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Jean Ross Justice: On the Life and Work of an American Master
Ryan Bollenbach & Kevin Prufer
The thirteenth volume in the invaluable Unsung Masters Series, an annual publication collecting and examining the work of “an important writer whose work has been unjustly neglected,” spotlights the fiction of Jean Ross Justice, who landed stories in top outlets in her youth but only published her first collection at the age of 84. Editors Bollenbach and Prufer include selections of her short stories followed by considerations of her work that tease apart the nuances and subtleties of the characters and their parallel themes to Justice’s life. An interview with Nat Justice, her son with Pulitizer winning poet Donald Justice, probes her childhood years during the Great Depression and her later emergence as an author, as well as her literary influences.

”The Dark Forces” reveals an adult son coming to terms with the death of his author father, against the backdrop of resentment toward his stepmother, which he later realizes has been tempered by their mutual experiences. In his analysis, Christian Schlegel points out this story’s motif of defining an author’s legacy, reminiscent of Jean’s career path, and goes on to dismantle patriarchal husband-wife dynamics in “The Offer,” a story of a wife’s desire to donate a kidney to a critically ill male friend and her husband’s obsessive worry at his inability to control what he views as an admission of guilt between the two.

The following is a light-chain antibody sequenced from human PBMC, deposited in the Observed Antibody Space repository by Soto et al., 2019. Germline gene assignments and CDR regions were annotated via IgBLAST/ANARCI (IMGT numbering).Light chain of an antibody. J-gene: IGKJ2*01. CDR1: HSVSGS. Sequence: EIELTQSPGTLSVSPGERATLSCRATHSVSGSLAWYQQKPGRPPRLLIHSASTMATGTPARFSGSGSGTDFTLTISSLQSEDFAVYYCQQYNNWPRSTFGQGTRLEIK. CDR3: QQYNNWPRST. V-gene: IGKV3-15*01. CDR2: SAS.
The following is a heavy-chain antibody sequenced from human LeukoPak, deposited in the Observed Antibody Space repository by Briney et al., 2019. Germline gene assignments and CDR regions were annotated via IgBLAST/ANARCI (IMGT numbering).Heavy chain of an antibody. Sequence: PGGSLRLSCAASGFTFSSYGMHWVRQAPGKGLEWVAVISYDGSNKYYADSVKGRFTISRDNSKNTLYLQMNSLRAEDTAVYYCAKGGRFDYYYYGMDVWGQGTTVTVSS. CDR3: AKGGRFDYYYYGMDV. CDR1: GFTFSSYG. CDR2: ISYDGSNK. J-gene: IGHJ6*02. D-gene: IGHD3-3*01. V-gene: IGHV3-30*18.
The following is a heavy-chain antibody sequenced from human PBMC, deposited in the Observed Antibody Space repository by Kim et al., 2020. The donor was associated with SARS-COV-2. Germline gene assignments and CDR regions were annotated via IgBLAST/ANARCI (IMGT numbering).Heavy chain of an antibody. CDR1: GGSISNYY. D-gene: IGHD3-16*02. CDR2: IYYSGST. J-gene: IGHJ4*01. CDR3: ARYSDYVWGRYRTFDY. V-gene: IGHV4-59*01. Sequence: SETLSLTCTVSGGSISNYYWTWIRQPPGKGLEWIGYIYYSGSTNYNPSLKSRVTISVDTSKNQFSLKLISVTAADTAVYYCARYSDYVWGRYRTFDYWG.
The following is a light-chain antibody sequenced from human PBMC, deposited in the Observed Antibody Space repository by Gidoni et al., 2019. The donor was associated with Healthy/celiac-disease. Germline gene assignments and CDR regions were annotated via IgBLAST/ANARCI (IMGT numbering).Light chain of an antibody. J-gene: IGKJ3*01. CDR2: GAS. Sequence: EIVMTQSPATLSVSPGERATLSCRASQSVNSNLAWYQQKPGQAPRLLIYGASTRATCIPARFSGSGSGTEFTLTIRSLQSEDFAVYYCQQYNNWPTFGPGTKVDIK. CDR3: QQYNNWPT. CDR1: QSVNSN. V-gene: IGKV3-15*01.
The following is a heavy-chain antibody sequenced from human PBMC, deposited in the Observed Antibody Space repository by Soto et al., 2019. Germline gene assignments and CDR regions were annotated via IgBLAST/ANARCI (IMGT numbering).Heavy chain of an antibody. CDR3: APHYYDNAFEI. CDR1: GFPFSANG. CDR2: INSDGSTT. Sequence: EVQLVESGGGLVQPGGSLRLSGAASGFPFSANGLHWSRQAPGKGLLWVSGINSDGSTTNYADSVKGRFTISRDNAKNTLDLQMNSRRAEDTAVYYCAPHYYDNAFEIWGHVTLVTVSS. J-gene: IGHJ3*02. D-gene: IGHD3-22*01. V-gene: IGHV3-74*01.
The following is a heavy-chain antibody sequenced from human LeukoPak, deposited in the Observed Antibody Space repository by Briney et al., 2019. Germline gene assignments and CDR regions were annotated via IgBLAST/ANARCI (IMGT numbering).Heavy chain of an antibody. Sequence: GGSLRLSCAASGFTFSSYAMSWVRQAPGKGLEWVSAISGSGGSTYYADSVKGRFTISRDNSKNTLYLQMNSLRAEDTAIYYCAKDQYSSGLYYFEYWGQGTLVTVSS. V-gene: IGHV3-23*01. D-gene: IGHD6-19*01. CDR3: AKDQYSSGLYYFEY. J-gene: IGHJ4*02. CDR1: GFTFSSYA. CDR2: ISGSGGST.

Much of the collection orbits the ups and downs of marital relationships, with Chekovian insight, detai, and feeling. “The End of a Good Party” centers on a married man justifying his excess drinking and promiscuity because it occurs at parties of alleged intellectuals, while former college students scrutinize their friend’s affair with their now-deceased professor in “The Sky Fading Upward to Yellow,” contemplating whether she should reveal their tryst in order to secure a public mention in his biography. Throughout, Justice delicately unearths contemplations on intimacy and passion. Readers who favor skillful rendering of complex human interactions–and incisive examinations of such material–will not be disappointed.

Takeaway: A welcome, distinguished collection by an overlooked master of 20th century fiction.

Great for fans of: William Trevor, Katherine Anne Porter.

Production grades
Cover: A
Design and typography: A
Illustrations: A
Editing: A
Marketing copy: A